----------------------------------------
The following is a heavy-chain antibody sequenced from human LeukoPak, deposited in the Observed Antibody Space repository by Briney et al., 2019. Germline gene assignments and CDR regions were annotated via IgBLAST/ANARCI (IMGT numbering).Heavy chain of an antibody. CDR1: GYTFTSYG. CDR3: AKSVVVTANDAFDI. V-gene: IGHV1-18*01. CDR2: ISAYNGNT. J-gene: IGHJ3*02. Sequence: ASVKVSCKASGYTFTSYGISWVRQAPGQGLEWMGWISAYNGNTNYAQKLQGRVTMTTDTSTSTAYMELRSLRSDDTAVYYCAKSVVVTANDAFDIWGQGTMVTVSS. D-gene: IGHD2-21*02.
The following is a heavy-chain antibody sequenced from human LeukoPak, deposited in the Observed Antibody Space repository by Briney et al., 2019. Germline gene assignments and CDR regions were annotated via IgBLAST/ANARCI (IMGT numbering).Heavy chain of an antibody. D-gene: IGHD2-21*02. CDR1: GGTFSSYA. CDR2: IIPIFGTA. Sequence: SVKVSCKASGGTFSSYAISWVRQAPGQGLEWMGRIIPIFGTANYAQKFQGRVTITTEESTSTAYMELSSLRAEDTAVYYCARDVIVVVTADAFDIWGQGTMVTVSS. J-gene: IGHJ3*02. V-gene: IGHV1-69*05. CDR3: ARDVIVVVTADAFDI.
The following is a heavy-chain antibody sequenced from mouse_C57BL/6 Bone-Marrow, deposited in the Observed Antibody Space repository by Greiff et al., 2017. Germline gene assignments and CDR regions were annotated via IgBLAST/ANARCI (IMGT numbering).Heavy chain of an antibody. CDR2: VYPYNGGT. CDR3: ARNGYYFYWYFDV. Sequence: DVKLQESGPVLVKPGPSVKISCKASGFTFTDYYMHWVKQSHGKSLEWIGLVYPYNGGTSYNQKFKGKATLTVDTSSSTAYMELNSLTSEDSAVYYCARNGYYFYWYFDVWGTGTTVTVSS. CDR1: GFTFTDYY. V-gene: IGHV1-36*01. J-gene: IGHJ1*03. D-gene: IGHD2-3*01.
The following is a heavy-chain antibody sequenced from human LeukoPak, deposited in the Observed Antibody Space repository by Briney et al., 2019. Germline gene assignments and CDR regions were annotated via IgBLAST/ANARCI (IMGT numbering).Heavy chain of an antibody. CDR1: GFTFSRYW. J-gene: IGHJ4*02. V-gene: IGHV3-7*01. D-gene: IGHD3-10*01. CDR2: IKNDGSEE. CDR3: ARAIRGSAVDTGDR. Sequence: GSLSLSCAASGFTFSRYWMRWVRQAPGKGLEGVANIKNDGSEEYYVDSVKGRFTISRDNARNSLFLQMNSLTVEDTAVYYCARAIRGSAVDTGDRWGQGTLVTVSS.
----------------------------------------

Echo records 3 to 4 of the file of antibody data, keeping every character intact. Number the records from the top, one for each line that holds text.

The following is a heavy-chain antibody sequenced from mouse_C57BL/6 Bone-Marrow, deposited in the Observed Antibody Space repository by Greiff et al., 2017. Germline gene assignments and CDR regions were annotated via IgBLAST/ANARCI (IMGT numbering).Heavy chain of an antibody. CDR2: VYPYNGGT. CDR3: ARNGYYFYWYFDV. Sequence: DVKLQESGPVLVKPGPSVKISCKASGFTFTDYYMHWVKQSHGKSLEWIGLVYPYNGGTSYNQKFKGKATLTVDTSSSTAYMELNSLTSEDSAVYYCARNGYYFYWYFDVWGTGTTVTVSS. CDR1: GFTFTDYY. V-gene: IGHV1-36*01. J-gene: IGHJ1*03. D-gene: IGHD2-3*01.
The following is a heavy-chain antibody sequenced from human LeukoPak, deposited in the Observed Antibody Space repository by Briney et al., 2019. Germline gene assignments and CDR regions were annotated via IgBLAST/ANARCI (IMGT numbering).Heavy chain of an antibody. CDR1: GFTFSRYW. J-gene: IGHJ4*02. V-gene: IGHV3-7*01. D-gene: IGHD3-10*01. CDR2: IKNDGSEE. CDR3: ARAIRGSAVDTGDR. Sequence: GSLSLSCAASGFTFSRYWMRWVRQAPGKGLEGVANIKNDGSEEYYVDSVKGRFTISRDNARNSLFLQMNSLTVEDTAVYYCARAIRGSAVDTGDRWGQGTLVTVSS.